Excitement is certainly growing within government circles with experts revealing, based on research and exploration, that highly lucrative gold deposits were found on Fauro Island.

Just yesterday there was also news, based on an extensive undersea exploration, that copper is also in our sea beds, one that could potentially supply the growing demand for copper, particularly in the automobile industry.

The country is certainly in need of another "growth catalyst" as the logging industry, particularly those logs of high commercial value, nears its end. Some conservative estimates say within the next ten years.

The mining industry is now, quite understandably, within government's radar given the promise it holds, particularly in terms of revenue for the government. But does our future really lie in mining?

A local minerals expert, speaking on the condition of anonymity, says that the Solomon Islands "certainly hold a good share of the world's mineral reserves." "There is a large potential to further develop the mining industry...there is a lot of interest from outside."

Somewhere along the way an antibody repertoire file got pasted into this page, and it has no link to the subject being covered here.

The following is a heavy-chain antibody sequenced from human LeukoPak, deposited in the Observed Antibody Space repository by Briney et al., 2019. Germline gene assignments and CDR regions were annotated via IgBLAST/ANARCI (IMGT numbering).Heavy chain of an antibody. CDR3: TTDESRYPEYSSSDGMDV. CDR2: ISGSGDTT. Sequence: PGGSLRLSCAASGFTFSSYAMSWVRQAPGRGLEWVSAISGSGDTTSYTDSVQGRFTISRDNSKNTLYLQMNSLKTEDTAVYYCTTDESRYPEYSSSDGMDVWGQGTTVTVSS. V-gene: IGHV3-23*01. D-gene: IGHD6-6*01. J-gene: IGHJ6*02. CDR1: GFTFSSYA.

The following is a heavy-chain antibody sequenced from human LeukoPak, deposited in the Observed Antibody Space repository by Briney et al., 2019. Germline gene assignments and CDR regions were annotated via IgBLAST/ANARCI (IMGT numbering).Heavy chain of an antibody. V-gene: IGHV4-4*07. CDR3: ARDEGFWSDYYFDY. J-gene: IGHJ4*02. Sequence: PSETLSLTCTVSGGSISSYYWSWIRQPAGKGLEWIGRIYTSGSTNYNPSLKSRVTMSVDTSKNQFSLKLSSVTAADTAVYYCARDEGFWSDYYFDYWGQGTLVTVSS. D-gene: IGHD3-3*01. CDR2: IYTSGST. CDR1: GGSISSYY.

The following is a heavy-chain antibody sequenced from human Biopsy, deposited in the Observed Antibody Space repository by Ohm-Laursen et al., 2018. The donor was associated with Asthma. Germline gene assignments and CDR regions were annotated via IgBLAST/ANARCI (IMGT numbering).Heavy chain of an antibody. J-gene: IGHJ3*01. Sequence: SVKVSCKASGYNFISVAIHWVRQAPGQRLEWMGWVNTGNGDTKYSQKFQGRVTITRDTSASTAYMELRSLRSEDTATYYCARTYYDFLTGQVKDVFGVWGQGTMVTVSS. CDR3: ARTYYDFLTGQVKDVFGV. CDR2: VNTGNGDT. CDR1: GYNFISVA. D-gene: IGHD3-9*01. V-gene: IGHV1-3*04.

Mitchell Knight, who wrote a paper on the economic issues of mining in developing countries, says that there is a much larger political risk associated with mining in developing countries. Mr Knight says that this risk should be thoroughly evaluated before allowing operations to proceed.

Mr Knight says that for a developing country such as the Solomon Islands, where the government has limited experience in negotiating minerals agreement, there will be a "distinct disadvantage in the bargaining process."

Mr Knight says that it will take time for the government to understand and attain knowledge of the mining industry and cites Papua New Guinea as an example.

"The Bougainville copper mine was favorable towards the foreign mining firms but the situation changed in the Ok Tedi copper gold mine, where it is was more favored towards government." Mr Knight said that the government, over the years, gained important knowledge which allowed them to form a stronger bargaining position.

A key lesson for the Solomon Islands is that there is no point 're-inventing the wheel' when it comes to negotiating mineral agreements. "We need to acknowledge our weaknesses," the local minerals expert said. "It is quite obvious that we need to seek guidance from PNG, our bigger Melanesian brothers, and not repeat past mistake."